Pacific Symphony Rings in 2013 with Beethoven's Violin Concerto and More, Now thru 1/12
Skyscraping grandeur, sheer beauty and energy to match the excitement of the New Year-Pacific Symphony rings in 2013 with a concert featuring two timeless masterpieces: Beethoven's Violin Concerto and Rimsky-Korsakov's astonishing "Scheherazade."
First, Canadian virtuoso James Ehnes takes the stage for Beethoven's crowning achievement, the most frequently performed violin concerto in the repertoire. The Grammy-Award winning violinist surmounts the technical difficulty of the piece on his 1715 "Marsick" Stradivarius, revealing the exquisite lyricism of Beethoven's work. Then the orchestra, led by Scottish guest conductor and rising star Garry Walker, tells the story of "1,001 Nights" through the music of Rimsky-Korsakov, once called the "master magician of orchestration," in his "Scheherazade."
The concert takes place tonight through Saturday, Jan. 10-12, 2013, at 8 p.m. in the Renée and Henry Segerstrom Concert Hall; a preview talk with Alan Chapman begins at 7 p.m. Tickets are $25-$102; for more information or to purchase tickets call (714) 755-5799 or visit www.PacificSymphony.org.
Composed in Vienna for one of the best-known virtuosos of the day, Franz Clement, Beethoven's Violin Concerto epitomizes the classical concerto form. Written in 1806, it exceeds the scale of any violin concerto that preceded it, and begins with the longest introduction preceding the soloist's entrance.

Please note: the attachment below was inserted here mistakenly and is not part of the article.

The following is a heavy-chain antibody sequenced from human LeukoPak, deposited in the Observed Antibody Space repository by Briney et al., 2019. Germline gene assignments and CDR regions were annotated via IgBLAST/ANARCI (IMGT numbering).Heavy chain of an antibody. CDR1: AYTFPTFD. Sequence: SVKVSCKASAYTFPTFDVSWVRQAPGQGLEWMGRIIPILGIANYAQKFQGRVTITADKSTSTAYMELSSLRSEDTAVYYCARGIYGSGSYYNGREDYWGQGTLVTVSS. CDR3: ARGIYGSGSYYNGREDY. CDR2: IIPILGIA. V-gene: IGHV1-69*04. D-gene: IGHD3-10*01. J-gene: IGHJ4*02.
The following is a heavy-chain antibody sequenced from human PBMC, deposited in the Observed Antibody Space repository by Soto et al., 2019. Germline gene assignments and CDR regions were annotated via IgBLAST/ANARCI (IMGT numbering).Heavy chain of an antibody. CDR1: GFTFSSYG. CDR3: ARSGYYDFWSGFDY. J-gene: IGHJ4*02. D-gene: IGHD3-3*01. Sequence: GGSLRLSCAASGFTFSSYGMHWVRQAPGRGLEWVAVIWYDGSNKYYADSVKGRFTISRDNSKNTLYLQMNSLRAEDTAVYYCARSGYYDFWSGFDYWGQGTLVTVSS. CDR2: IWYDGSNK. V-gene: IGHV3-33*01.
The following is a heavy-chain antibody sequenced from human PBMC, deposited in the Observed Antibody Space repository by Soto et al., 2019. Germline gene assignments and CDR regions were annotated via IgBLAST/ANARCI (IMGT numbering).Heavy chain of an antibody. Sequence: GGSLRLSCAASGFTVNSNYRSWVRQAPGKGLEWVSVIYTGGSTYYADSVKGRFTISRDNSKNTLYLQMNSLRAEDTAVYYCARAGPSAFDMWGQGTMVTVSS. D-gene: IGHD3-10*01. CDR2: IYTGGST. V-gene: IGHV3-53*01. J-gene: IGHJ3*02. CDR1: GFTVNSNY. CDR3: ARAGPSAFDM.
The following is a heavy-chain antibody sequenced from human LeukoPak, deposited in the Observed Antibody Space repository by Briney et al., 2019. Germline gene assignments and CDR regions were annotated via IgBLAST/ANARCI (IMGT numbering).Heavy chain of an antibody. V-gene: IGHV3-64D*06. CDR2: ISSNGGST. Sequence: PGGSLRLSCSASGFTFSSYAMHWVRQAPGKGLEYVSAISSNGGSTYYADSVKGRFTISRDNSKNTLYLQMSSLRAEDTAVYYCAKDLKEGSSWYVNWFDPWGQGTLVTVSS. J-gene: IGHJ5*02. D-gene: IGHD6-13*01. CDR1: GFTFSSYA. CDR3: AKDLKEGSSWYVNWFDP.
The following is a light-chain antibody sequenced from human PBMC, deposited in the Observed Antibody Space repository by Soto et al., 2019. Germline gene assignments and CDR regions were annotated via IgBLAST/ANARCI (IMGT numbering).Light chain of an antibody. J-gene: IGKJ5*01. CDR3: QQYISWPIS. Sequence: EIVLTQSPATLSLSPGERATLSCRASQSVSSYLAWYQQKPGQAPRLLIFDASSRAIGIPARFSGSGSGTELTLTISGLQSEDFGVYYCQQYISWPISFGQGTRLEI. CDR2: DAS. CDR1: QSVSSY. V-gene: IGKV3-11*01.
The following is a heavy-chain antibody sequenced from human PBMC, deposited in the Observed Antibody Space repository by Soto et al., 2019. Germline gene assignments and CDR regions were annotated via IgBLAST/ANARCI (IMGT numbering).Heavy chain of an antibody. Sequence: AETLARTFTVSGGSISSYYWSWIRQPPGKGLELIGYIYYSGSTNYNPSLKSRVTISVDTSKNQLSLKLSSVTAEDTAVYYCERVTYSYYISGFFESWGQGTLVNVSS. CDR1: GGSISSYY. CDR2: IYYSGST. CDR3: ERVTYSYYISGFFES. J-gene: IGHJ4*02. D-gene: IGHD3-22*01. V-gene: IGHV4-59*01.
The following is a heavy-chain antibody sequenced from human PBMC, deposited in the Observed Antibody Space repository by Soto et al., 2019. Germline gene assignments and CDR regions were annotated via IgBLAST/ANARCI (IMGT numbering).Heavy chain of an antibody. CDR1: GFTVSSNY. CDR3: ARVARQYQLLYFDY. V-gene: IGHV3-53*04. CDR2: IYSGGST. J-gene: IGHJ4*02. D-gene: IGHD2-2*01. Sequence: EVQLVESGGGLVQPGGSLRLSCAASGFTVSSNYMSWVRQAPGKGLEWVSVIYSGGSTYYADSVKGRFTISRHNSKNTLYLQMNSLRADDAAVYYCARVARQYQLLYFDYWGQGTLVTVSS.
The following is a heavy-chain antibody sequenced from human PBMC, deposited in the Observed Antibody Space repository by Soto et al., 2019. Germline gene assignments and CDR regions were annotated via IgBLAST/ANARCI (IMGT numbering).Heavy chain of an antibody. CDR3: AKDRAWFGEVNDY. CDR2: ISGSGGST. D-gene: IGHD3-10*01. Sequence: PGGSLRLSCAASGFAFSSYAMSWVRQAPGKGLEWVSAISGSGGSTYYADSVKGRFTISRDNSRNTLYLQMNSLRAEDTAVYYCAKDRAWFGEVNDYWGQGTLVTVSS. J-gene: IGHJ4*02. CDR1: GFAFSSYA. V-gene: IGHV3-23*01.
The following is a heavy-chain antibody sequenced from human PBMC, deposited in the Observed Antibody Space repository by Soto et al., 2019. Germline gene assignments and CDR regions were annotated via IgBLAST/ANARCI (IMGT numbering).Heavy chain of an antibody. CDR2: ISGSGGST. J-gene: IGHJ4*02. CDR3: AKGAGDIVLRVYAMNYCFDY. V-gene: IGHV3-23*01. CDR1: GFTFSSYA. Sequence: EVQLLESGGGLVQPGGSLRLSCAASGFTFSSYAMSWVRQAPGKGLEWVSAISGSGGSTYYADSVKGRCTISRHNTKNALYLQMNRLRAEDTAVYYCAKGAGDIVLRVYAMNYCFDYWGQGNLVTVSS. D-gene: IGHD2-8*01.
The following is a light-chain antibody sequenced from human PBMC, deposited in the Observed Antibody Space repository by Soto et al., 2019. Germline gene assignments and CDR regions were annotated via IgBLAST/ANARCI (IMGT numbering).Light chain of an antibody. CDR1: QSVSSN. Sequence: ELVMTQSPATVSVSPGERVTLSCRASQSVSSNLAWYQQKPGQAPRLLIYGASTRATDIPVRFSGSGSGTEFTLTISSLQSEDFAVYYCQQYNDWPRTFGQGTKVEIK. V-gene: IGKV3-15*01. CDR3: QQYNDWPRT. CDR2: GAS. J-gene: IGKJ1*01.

"It is pretty much a perfect piece of music," says violinist Ehnes. "The melodic and rhythmic material is among the most memorable and moving in the entire repertoire, and the piece has perfect proportions. Not a note seems out of place.
"The overall 'experience' of the piece is what I find most attractive," he continues. "It's of pretty substantial length, and the journey from start to finish seems to transcend time. I play this piece a lot, and always feel honored to be the medium that brings this amazing music to a live audience. It's wonderful to think how many people in every audience are hearing it for the first time, or hearing it live for the first time."
While sharing an epic quality with Beethoven's grand work, Rimsky-Korsakov's "Scheherazade" is otherwise unique-full of exoticism and foreign lands, it's an orchestral palette of color and vibrant textures, featuring cadenzas by multiple sections of the orchestra, including the concertmaster. Through an ominous and chromatic opening enters the voice of a lone violin, representing the voice of Scheherazade, a woman who tells the tales of "The Arabian Nights" and takes the listener on a journey to meet sultans, princes and a voyager named Sinbad.